Dunearn parents may consider legal action

PARENTS of pupils at Dunearn Primary are continuing to fight against proposals to close the school, claiming legal action may be launched against Fife Council.

This week parents wrote to three of the Council’s top bosses in a letter which outlined the current consultation process as “fundamentally flawed”.

The parent council listed numerous failings in the consultation process, saying “opinions being sought from the public are no more than window dressing to justify a pre-planned desired outcome.”

Fiona Johnston, chairman of the parent council, warned if the consultation outcome proves unfavourable, they will be placing their faith in a possible legal challenge under Section 15 of the Schools (consultation)(Scotland) Act 2010.

In October, the parent council formally opposed the consultation process on the future of Dunearn, claiming public meetings were left for parents to demand, the local community was not issued with the consultation document and no opportunity to submit written responses was available. They still stand by the opinion that the catalyst for closure is financial.

Mrs Johnston said: “We appreciate that the Council has taken additional steps to address the concerns raised in October, however, we are of the view that appears to be more of a box ticking exercise rather than addressing the underlying concerns we raised.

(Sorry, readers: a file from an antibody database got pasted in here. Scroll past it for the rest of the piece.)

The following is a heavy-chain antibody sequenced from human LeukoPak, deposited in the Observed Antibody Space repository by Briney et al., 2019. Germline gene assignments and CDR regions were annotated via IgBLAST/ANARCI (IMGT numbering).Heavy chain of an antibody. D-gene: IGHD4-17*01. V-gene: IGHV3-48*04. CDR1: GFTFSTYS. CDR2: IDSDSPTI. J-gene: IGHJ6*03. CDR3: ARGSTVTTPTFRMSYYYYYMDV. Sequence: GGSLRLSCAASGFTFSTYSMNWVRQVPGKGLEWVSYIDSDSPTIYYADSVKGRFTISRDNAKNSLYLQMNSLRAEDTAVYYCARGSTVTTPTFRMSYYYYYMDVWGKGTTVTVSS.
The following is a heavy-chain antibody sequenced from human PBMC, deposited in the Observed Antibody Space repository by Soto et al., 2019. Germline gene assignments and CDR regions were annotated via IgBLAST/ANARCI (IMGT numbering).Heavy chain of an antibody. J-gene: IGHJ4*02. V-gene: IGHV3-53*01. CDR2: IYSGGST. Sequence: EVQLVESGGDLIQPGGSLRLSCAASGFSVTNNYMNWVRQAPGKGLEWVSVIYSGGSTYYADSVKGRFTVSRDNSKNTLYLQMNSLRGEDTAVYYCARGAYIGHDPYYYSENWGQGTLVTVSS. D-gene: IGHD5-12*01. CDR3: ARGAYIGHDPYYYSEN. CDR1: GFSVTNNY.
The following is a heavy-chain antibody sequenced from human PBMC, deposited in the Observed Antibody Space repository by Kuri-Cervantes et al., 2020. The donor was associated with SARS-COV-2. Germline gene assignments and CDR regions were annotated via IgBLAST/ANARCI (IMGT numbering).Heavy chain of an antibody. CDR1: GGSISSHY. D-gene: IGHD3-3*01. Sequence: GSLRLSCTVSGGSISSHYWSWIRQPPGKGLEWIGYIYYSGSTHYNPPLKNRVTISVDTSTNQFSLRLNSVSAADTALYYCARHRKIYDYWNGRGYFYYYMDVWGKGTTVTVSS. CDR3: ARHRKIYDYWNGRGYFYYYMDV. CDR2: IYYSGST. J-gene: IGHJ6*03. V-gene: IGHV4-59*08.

Narrow

“One of the key areas of contention is the general feeling that the education service is focusing its efforts on the closure of this particular school, which seems very narrow in the context of the Kirkcaldy area requirements in particular, and the Fife wide requirements in general.”

The deadline for consultation was moved from November 23 until last week, to allow more time for feedback.

However, the options included were still only to maintain the status quo, but monitor the school every three months for closure, or immediate closure.

Education bosses moved to defend the consultation again this week, denying it is in any way flawed.

Alister Hendrie, education area officer, said: “We do not accept that this has been a flawed process. We have provided information as we saw fit and we have extended the consultation period which allows well above the 30 days consultation required.”

The consultation closed on Friday, and after responses are examined will be sent to HMIe for consideration.